Travel professionals OK with TSA pat-down, other measures
Despite the uproar among some airline passengers over newly increased security measures at U.S. airports, most travel professionals don't share that outrage.
A survey by the National Business Travel Assn. found that 81% of professionals who manage the sales and purchase of hotel rooms, airline tickets and car rental services for big businesses said they accept the new procedures used by the Transportation Security Administration, and 54% said they support the use of the new tactics.
The survey of the 934 travel professionals by the National Business Travel Assn. came in response to augmented security measures launched by the TSA in the last few months.
Since Nov. 1, the TSA has instructed airport security officers to use more thorough pat-down search tactics on airline passengers. In the past, TSA security officers used the back of their hands to brush over sensitive body parts such as breasts and groin areas. Now, security officers are using their palms and fingers to probe and feel for hidden weapons and contraband hidden under a passenger's clothing.
Over the last few years, the TSA has also expanded the use of full-body image scanners that use low levels of radiation to create what looks like a nude, computerized image of the scanned passenger to uncover objects hidden under the clothing.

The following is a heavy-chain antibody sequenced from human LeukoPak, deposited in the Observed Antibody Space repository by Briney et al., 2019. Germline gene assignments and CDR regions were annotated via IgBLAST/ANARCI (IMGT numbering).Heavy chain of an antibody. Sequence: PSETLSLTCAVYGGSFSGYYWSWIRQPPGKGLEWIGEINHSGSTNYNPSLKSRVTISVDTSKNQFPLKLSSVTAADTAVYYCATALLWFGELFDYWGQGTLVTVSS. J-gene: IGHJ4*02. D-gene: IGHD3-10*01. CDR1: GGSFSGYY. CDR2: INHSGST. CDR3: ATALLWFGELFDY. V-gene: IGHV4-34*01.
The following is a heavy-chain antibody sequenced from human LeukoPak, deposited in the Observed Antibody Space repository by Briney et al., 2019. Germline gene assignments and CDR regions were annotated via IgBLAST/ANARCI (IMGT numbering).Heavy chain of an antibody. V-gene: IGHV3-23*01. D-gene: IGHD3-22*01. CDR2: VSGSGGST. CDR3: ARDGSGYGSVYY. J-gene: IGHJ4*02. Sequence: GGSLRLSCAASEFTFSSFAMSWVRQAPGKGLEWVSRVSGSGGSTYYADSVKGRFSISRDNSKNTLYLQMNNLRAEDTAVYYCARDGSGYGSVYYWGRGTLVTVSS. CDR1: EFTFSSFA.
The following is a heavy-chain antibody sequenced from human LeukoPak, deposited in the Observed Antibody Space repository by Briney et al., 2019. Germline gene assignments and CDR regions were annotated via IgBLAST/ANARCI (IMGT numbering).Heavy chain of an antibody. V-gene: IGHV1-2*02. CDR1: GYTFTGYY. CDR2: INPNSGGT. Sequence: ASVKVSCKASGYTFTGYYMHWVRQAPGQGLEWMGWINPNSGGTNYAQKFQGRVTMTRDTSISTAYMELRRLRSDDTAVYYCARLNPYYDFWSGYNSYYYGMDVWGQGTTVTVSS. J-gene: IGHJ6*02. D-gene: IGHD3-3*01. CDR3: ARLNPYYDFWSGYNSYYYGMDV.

Despite assurances from the TSA that the levels of radiations are too low to cause health problems, the unions that represent pilots for American Airlines and US Airways have both urged their members to opt out of using the scanners to reduce the health risks.
But the survey by one of the nation's largest business travel groups suggests business professionals are not worried about the privacy rights violations or health risks related to the new measures.
"Business travel professionals are adopting a wait-and-see attitude toward these new measures," said association director Mike McCormick. "They are realistic about the threats to our aviation system and understand the TSA's remit to protect the traveling public."
The survey also found that business professionals would be willing to pay for a one-time, in-depth security check to allow them to pass through airport security lines more quickly.
-- Hugo Martin
Photo: A TSA official goes through a full-body scanner at Los Angeles International Airport. Credit: Los Angeles Times